Bank Owned Foreclosure Dominate Home Sales

by Peter Vernon on States

The increase in the number of pending and completed sales in Florida brought new hope to the housing market in the state despite the fact that majority of closed sales were bank owned foreclosure.

Pending sales posed a significant increase in April, prompting industry experts to hope for a rise in sales in coming months. According to the National Association of Realtors, the number of pending home sales in April was the highest jump since 2001.

In the real estate industry, the increase in pending home sales is an indication that the housing market is stirring from its three-year slumber.

MFR Inc. chief economist Joshua Shapiro pointed out that the significant increase in pending home sales in April may mean that existing property sales are ready to take off in the coming months.

However, local mortgage brokers and economists cautioned against reading too much from the rise of pending and completed home sales, considering that many closed deals were made on bank owned foreclosure.

Tom Flood of Covent Mortgage said that almost 90 percent of his closing sales involved short sales. Short sales are deals wherein a lender agrees to the selling of distressed properties at below the original amount owed by the homeowner. He pointed out that 20 percent of these deals never pushed through.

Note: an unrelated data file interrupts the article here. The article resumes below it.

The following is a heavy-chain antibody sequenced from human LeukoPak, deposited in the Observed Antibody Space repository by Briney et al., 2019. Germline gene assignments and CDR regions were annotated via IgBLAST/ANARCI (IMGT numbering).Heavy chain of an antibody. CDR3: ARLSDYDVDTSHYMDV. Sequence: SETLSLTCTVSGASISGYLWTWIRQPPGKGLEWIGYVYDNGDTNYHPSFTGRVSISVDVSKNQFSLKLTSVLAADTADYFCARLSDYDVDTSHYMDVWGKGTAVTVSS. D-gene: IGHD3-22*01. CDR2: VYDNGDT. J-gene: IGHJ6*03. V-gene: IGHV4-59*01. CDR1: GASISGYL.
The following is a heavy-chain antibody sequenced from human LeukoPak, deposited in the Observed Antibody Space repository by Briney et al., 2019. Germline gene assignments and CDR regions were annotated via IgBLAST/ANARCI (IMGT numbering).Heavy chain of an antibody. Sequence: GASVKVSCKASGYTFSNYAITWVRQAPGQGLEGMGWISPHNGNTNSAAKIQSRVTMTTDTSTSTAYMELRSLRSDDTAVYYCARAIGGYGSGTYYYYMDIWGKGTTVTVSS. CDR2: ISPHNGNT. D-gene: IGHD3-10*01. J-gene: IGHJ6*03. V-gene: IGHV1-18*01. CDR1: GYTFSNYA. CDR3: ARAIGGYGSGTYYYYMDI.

He explained that a large volume of pending sales may not be good to the market. A healthy pending sales failure should not be more than 5 percent, according to Flood.

Seasonally adjusted data of sales contracts released by the National Association of Realtors for April showed that pendings surged by 90.3 percent from 6.7 percent, exceeding the forecasts of market analysts. The increase is the highest since October 2001, which posted a 9.2 rise in pending sales.

Meanwhile, economists who were surveyed by Thomson Reuters said that they expected the figures to increase from 84.6 to 85 in March. The increase was partly attributed to the $8,000 tax credit given by the Obama Administration to entice first-time homebuyers to make bank owned foreclosure purchase.

National Association of Realtors chief economist Lawrence Yun cautioned the industry over the volatility of pending home sales data. He said that with short selling dominating most bank owned foreclosure buying transactions, there is a big possibility that deals could breakdown before they close.